Great Anatolian mother goddess, accepted into the Greek pantheon at least by the 5th century B.C. and identified with Rhea as the mother of Zeus. She cared for her people in almost all aspects, overseeing fertility, the shepherdless herds of wild beasts, and even success in war. Her worship was marked by frenzied dancing, maenads, and the rythmic clashing of drums and cymbals.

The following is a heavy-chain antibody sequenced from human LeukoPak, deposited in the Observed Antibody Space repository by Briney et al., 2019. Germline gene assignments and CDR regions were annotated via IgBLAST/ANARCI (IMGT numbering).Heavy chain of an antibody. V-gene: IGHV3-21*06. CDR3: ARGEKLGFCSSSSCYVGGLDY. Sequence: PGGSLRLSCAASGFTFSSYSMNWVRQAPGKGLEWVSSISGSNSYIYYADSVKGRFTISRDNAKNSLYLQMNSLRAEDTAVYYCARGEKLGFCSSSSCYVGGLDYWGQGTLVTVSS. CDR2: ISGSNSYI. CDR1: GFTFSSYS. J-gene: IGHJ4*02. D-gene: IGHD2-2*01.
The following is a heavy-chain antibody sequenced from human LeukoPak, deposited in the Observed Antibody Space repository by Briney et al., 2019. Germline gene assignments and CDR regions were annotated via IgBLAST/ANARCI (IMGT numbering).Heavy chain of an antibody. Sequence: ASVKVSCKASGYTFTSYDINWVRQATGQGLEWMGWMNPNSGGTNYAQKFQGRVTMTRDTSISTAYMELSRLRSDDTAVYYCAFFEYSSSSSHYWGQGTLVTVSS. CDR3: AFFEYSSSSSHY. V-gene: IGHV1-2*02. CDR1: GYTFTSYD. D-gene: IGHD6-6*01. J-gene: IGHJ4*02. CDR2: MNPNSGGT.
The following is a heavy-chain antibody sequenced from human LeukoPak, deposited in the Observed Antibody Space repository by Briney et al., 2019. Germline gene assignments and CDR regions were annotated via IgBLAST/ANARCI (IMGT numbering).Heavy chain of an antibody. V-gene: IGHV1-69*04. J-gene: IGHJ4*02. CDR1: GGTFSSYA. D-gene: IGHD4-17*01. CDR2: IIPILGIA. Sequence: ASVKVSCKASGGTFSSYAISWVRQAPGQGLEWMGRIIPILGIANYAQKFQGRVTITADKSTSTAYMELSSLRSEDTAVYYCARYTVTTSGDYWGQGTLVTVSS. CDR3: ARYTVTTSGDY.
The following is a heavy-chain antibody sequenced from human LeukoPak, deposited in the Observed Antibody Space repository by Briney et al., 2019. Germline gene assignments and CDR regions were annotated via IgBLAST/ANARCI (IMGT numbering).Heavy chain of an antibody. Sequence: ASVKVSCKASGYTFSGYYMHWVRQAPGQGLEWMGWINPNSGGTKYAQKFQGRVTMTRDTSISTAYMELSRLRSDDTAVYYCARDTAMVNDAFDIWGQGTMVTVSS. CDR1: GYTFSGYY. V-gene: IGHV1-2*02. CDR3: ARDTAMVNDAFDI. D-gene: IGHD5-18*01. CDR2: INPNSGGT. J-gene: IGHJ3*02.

She arrived in Rome during the second Punic war, and became associated with the bona dea, spreading quickly to the provinces. During the later Roman empire, a statue of her in a chariot drawn by lions sat in the middle of the Circus Maximus.

Probably the most famous myth involving Cybele is recorded in Catullus, poem 63, about her follower (or, in some other versions, son), Attis, who, in a fit of ritual madness, castrated himself.